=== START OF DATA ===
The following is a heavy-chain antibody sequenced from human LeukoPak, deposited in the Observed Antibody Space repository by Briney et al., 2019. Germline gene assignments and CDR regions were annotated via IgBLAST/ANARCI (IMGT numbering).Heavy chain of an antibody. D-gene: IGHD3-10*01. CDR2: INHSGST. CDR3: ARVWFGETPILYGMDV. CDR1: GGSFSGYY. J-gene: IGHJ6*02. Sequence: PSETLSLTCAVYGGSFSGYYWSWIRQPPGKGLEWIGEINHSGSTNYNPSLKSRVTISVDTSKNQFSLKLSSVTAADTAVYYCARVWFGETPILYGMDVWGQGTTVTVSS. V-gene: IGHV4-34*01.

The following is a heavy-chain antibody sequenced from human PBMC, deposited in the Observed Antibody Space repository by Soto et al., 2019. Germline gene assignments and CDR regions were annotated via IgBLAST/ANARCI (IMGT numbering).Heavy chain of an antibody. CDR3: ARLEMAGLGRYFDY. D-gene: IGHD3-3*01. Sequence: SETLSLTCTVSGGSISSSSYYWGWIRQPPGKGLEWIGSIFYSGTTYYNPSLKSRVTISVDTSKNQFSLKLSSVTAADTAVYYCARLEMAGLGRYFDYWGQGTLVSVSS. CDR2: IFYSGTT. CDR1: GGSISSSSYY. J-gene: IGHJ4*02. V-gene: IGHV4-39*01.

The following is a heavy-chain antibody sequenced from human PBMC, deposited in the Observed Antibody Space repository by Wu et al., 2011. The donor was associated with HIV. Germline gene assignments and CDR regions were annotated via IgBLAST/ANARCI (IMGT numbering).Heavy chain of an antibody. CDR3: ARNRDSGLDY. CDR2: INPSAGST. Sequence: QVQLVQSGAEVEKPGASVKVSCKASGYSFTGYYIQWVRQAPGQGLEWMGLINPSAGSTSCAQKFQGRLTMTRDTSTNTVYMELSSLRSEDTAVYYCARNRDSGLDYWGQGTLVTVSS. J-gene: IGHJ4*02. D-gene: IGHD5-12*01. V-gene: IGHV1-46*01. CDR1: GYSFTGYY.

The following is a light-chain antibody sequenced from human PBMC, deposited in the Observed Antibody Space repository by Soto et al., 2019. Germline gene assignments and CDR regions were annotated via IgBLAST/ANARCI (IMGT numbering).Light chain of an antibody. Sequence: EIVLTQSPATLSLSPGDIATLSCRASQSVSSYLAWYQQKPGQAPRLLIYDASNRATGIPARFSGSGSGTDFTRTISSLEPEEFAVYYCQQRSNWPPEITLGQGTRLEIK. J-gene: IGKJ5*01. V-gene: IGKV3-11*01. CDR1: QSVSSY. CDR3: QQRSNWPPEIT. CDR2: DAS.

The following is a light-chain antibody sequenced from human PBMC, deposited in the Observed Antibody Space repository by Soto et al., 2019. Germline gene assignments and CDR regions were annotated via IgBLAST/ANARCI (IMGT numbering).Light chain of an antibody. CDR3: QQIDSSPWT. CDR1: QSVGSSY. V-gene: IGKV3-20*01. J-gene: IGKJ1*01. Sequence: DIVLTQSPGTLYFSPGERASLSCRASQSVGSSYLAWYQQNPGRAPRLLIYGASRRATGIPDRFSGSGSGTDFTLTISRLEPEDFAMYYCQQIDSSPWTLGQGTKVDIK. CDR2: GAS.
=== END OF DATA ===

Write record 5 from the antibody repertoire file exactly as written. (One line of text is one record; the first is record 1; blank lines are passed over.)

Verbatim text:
The following is a light-chain antibody sequenced from human PBMC, deposited in the Observed Antibody Space repository by Soto et al., 2019. Germline gene assignments and CDR regions were annotated via IgBLAST/ANARCI (IMGT numbering).Light chain of an antibody. CDR3: QQIDSSPWT. CDR1: QSVGSSY. V-gene: IGKV3-20*01. J-gene: IGKJ1*01. Sequence: DIVLTQSPGTLYFSPGERASLSCRASQSVGSSYLAWYQQNPGRAPRLLIYGASRRATGIPDRFSGSGSGTDFTLTISRLEPEDFAMYYCQQIDSSPWTLGQGTKVDIK. CDR2: GAS.